23 June 2015

Daily Press Briefing by the Office of the Spokesperson for the Secretary-General

The following is a near-verbatim transcript of today’s noon briefing by Stéphane Dujarric, Spokesman for the Secretary-General.

Good afternoon. 

**Secretary-General’s Travels

The Secretary-General is on his way back from Strasbourg, France, where earlier today he addressed the plenary session of the Parliamentary Assembly of the Council of Europe.  He told the Assembly about the immense suffering taking place in Syria, Iraq, Yemen, South Sudan and elsewhere.  He said the United Nations is doing all it can to save lives and help bring peace where possible, while insisting that the crimes that shock our conscience do not go unpunished.  He added that globally, democracy is on the rise, but in some countries around the world, democratic progress is going backwards.  He said that we must raise our voices against those who block non-governmental organizations and human rights defenders. 

The Secretary-General also met today with Thorbjørn Jagland, Secretary-General of the Council of Europe.  They discussed the plight of migrants risking their lives to cross the Mediterranean and noted the need to create a political environment that sustainably addresses discrimination and intolerance faced by migrants and their families.

The Secretary-General also spoke to the press after meeting with Anne Brasseur, the President of the Parliamentary Assembly, and said that he and the President discussed how to continue to work closely together to promote sustainable development, counter violent extremism, and address the grave humanitarian situation of migrants travelling through the Mediterranean and elsewhere in South-East Asia and the Andaman Sea. Before leaving Strasbourg, he also met with Igor Crnadak, the Minister of Foreign Affairs of Bosnia-Herzegovina and President of the Committee of Ministers of the Council of Europe.  All the remarks and readouts of his meetings are online. 

**Peace Operations

As you would recall, the Secretary-General received the report of the High-level Implementation Panel on Peace Operations last week.  He will be studying the Panel's work closely as he prepares his own recommendations to the General Assembly and the Security Council.  To that end, he has asked Louise Fréchette of Canada to advise him in the drafting of his report, which is expected to be ready for the seventieth session.  In this capacity, Ms. Fréchette will work with Member States, and the UN system as well other interested parties.  As you'll recall, Ms. Fréchette served as the UN's first Deputy Secretary-General.  She is also an expert on peace operations and has served as the Deputy Minister of Defense in Canada.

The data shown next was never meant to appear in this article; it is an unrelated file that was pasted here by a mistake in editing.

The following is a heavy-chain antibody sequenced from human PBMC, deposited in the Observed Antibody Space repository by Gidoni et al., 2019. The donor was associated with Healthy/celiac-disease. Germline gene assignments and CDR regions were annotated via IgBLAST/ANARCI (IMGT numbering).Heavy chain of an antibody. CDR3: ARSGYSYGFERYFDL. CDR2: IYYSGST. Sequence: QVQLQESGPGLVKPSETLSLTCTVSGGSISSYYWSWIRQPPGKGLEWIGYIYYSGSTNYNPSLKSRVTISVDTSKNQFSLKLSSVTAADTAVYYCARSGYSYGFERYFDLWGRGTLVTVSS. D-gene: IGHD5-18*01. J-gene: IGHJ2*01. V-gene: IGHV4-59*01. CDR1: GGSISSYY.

In an interactive dialogue in Geneva this morning, Paulo Sérgio Pinheiro, Chair of the Independent International Commission of Inquiry on the Syrian Arab Republic, told the Human Rights Council that the war in Syria had mutated into a multi-sided and highly fluid war of attrition. The surges and setbacks in that war have fuelled the illusion that a military victory remains possible.  Mr. Pinheiro said that the Syrian Government, with the superior firepower and control of the skies, inflicted the most damage in its indiscriminate attacks on civilians.  He added that non-State armed groups continued to cause civilian deaths and injuries as well.  The prolonged fighting in Syria has now resulted in more than 220,000 killed, 7.6 million people internally displaced persons and 4 million refugees.  There are more details on the website of the High Commissioner for Human Rights.


And from Yemen, our colleagues at the Office for the Coordination of Humanitarian Affairs (OCHA) report that health kits, IV fluids and other essential medicines have been delivered to health facilities in four governorates in Yemen in the past week, for the treatment of more than 438,000 people, including treatment of patients with dengue fever.  A new analysis released by OCHA shows that in the first three weeks of June, only 11 per cent of the estimated total monthly fuel requirements for Yemen have been delivered.  This compares to 18 per cent for May, 1 per cent for April, and 23 per cent for March.

Commercial shipping is slowly increasing, but remains constrained by port congestion, uncertainty over coalition searches, and high fees related to the time spent by ships waiting to dock.  This is contributing to massive food insecurity.  The UN Humanitarian Air Service (UNHAS) is flying regularly from Djibouti to Sana'a every Sunday, Tuesday and Thursday.  And I think it was you, Nizar, who had asked a question yesterday about the food that the Iranians had sent over, and I can tell you that following its arrival from Djibouti for onward distribution:  our humanitarian colleagues inform us that some of the food contributed by Iran is in Djibouti and is being packaged in preparation for shipping to Yemen.  Humanitarian partners are distributing some of the food that has already arrived in Yemen.

**Republic of Korea